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Skiview Corp. v. Ripple Resort Media

August 22, 2007


On appeal from the Superior Court of New Jersey, Law Division, Bergen County, Docket No. 4522-06.

Per curiam.


Submitted August 14, 2007

Before Judges S.L. Reisner and Lyons.

Plaintiff, The Skiview Corporation, appeals from an order entered October 20, 2006 dismissing its complaint for lack of in personam jurisdiction over defendant, Ripple Resort Media, Inc. Because we agree with the thoughtful and detailed written opinion issued by Judge Joseph S. Conte, we affirm.

The facts and procedural history in this matter are as follows. Plaintiff is a Delaware corporation authorized to do business in New Jersey with a principal place of business in Ridgewood, New Jersey. Plaintiff's business is the marketing and advertising of products at ski resorts, on ski poles, billboards, and other locations at ski resorts.

Defendant is an Indiana corporation with its principal offices in Aspen, Colorado. Defendant designs and fabricates advertising placards to be placed on safety bars of the ski lift chairs which display maps showing trail locations and advertising materials. In the fall of 2004, plaintiff's president reached out to defendant's president in Colorado to propose that plaintiff act as exclusive sales agent for advertisements on defendant's map holders. The parties had no prior relationship before this event. Thereafter, over the course of several months, plaintiff and defendant negotiated the terms of the sales agency agreement by telephone, e-mail, written correspondence and fax. At no time during the negotiations did any representatives of defendant travel to New Jersey. However, during the negotiations plaintiff's president twice traveled to Colorado.

On May 31, 2005 a sales agency agreement between the parties was concluded. The contract was sent by defendant or its counsel to plaintiff in New Jersey for signing. The contract designates plaintiff as defendant's exclusive agent to sell promotional space on defendant's maps. The exclusive right, however, does not restrict defendant's right to sell promotional space on its own. Further, plaintiff is not permitted the right to sell promotional space to certain designated companies or to any companies that in the future purchase promotional space directly from defendant. The agreement contains an obligation on plaintiff's part to purchase a minimum number of "promotional spaces" each year in accordance with a schedule. The agreement contains a choice of law provision requiring Colorado law be used to construe the agreement. Also, the contract makes it clear that the parties are independent contractors and that neither party by virtue of the contract shall have the right power or authority to act or create any obligation, express or implied, on behalf of the other party.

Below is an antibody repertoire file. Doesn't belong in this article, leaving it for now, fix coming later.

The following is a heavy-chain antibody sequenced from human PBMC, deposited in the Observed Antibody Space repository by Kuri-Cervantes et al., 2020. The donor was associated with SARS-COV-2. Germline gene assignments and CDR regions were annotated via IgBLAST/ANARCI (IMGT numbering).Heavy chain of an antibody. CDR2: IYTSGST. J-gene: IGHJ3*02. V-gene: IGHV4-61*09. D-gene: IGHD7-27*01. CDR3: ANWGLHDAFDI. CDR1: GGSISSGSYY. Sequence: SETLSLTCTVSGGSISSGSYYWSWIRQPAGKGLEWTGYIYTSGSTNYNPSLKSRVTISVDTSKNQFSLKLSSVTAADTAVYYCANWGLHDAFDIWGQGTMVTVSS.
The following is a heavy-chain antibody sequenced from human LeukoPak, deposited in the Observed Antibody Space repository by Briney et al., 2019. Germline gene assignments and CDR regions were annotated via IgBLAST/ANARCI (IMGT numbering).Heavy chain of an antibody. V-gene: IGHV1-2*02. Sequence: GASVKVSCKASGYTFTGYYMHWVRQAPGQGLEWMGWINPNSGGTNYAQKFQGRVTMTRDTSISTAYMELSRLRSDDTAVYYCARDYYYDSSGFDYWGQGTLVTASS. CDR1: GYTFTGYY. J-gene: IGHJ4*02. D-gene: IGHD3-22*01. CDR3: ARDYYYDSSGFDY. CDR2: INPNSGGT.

Following the execution of the agreement, plaintiff generated revenues for defendant which were in excess of $250,000. Sometime after the contract was in effect, the president of defendant came to visit ski areas in New England.

At the conclusion of the trip, he stopped at the home of the president of plaintiff. The parties dispute the nature of the conversation during this visit, with plaintiff alleging that it was primarily business centered, while defendant maintains that the conversation was social in nature. Other than that one occasion, no representative of defendant was in New Jersey in connection with defendant's business.

The parties are in accord on a number of significant points. Defendant's products were not manufactured in New Jersey and defendant did not make any direct sales calls to New Jersey ski resorts. Defendant did not have any contacts with New Jersey businesses for the placement of advertising on its map holders. Defendant does not have any bank accounts, assets, office space, telephone listings, advertising or employees in New Jersey.

The parties' relationship began to deteriorate and on June 15, 2006, plaintiff filed a complaint against defendant in the Law Division alleging that defendant is in breach of its agreement with respect to payments that were to be made, that defendant failed to reveal to plaintiff certain resorts which had contracts with defendant and that defendant's termination of the agreement was wrongful. Prior to filing an answer defendant moved to dismiss the complaint for lack of jurisdiction. Oral argument was heard on the motion on October 20, 2006 at which time Judge Conte rendered an oral and written decision granting defendant's motion and entering an order dismissing the complaint. This appeal ensued.

On appeal plaintiff argues that New Jersey courts have specific jurisdiction over defendant in this case and that the trial court, therefore, committed error in dismissing ...

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